Overview <!IMG SRC="bluedot.gif" WIDTH=200 HEIGHT=10 alt=""> Title Introduction Framework Origins Advantages The Amendments <!IMG SRC="bluedot.gif" WIDTH=200 HEIGHT=10 alt=""> 20 References Section 126 Section 59 Section 60 Section 61 Section 2 Section 4 The States All Amendments The Election <!IMG SRC="bluedot.gif" WIDTH=200 HEIGHT=10 alt=""> Why Elect Apolitical Electoral Law Timing Independence <!IMG SRC="bluedot.gif" WIDTH=200 HEIGHT=10 alt=""> Introduction The Two Roles Costs v Benefits Free Speech Other Issues <!IMG SRC="bluedot.gif" WIDTH=500 HEIGHT=10 alt=""> Referendum One Royal Link Honorary Vice Pres Spectrum of Powers Questions More Questions Conclusion
Electing the Honorary President
The Electoral Law
Under section 60, the Parliament would be required to pass a law to provide the detailed provisions concerning the election of the Honorary President. The provisions within the law would include:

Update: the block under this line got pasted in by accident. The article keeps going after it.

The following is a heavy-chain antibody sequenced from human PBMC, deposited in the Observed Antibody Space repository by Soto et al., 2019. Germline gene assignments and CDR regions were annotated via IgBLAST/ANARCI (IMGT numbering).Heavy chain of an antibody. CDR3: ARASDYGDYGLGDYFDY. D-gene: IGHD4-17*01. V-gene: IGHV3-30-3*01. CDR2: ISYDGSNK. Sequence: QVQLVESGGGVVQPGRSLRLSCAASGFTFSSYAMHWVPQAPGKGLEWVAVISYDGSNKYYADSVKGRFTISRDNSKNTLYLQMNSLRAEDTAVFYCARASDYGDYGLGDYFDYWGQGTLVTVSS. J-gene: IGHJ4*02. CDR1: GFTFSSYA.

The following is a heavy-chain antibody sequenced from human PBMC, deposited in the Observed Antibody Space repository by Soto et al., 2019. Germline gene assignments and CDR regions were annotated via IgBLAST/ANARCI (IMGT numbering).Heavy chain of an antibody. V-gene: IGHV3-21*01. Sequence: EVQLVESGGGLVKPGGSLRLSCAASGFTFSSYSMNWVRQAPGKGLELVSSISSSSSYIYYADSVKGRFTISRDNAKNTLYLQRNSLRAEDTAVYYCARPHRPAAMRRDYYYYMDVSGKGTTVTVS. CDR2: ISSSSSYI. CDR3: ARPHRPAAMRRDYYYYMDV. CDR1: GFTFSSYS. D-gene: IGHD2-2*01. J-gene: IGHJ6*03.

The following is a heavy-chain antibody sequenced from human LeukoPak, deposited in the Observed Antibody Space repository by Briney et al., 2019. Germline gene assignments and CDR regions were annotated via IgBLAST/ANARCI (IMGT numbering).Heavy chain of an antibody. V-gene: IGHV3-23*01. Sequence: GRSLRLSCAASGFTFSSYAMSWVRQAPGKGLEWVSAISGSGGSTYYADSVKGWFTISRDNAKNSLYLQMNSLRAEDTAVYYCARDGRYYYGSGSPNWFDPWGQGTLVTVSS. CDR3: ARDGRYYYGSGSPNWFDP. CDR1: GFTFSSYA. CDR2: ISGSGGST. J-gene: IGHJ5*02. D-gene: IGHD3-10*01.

Unless the number of states changes, the there will be no more than seven parliamentary nominees. The number of publicly petitioned nominees is limited to three. The law would need to proscribe a method of reducing the number of petitioned nominees. This could be simply done by eliminating those candidates with the least signatures. The law could introduce a numerical penalty if the petition did not involve a spread of states.
The method of election must consider that there will be ten or close to ten candidates, most of who are respected members of the community and many of who would have served as a Governor. The authorís preferred method would allow electors to vote for more than one candidate, with each vote contributing equally to the candidates tally.
Above: Sample ballot allowing multiple endorsements
Under this system an elector could acknowledge the community contribution and suitability of several candidates without preferencing. Ballots could also be tallied electronically.
Finally, given that the election of the Honorary President is of no political consequence, it would be appropriate to conduct the election via postal ballot. In their own homes, electors could read the profiles of candidates and complete their ballot as they proceed. There would be no tally room build-up but a sober announcement of the results by the Australian Electoral Commissioner.